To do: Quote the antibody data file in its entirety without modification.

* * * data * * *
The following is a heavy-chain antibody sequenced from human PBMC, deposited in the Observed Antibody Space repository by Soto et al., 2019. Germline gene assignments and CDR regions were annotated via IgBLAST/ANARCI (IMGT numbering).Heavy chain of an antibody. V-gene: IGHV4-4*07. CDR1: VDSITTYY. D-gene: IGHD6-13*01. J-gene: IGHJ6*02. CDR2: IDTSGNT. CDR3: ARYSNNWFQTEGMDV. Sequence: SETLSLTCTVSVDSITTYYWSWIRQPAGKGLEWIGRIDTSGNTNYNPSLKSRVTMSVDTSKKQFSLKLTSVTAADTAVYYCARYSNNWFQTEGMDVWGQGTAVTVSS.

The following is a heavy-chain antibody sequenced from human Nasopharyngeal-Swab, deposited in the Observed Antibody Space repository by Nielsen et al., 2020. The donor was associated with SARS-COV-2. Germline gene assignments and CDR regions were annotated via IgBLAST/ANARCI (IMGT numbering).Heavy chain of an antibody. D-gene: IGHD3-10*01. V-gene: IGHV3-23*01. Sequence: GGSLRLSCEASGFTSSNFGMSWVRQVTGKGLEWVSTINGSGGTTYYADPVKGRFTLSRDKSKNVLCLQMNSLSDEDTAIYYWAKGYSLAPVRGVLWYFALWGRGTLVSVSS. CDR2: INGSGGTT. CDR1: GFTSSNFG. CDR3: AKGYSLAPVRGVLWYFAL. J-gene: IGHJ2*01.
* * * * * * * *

The following is a heavy-chain antibody sequenced from human PBMC, deposited in the Observed Antibody Space repository by Soto et al., 2019. Germline gene assignments and CDR regions were annotated via IgBLAST/ANARCI (IMGT numbering).Heavy chain of an antibody. V-gene: IGHV4-4*07. CDR1: VDSITTYY. D-gene: IGHD6-13*01. J-gene: IGHJ6*02. CDR2: IDTSGNT. CDR3: ARYSNNWFQTEGMDV. Sequence: SETLSLTCTVSVDSITTYYWSWIRQPAGKGLEWIGRIDTSGNTNYNPSLKSRVTMSVDTSKKQFSLKLTSVTAADTAVYYCARYSNNWFQTEGMDVWGQGTAVTVSS.

The following is a heavy-chain antibody sequenced from human Nasopharyngeal-Swab, deposited in the Observed Antibody Space repository by Nielsen et al., 2020. The donor was associated with SARS-COV-2. Germline gene assignments and CDR regions were annotated via IgBLAST/ANARCI (IMGT numbering).Heavy chain of an antibody. D-gene: IGHD3-10*01. V-gene: IGHV3-23*01. Sequence: GGSLRLSCEASGFTSSNFGMSWVRQVTGKGLEWVSTINGSGGTTYYADPVKGRFTLSRDKSKNVLCLQMNSLSDEDTAIYYWAKGYSLAPVRGVLWYFALWGRGTLVSVSS. CDR2: INGSGGTT. CDR1: GFTSSNFG. CDR3: AKGYSLAPVRGVLWYFAL. J-gene: IGHJ2*01.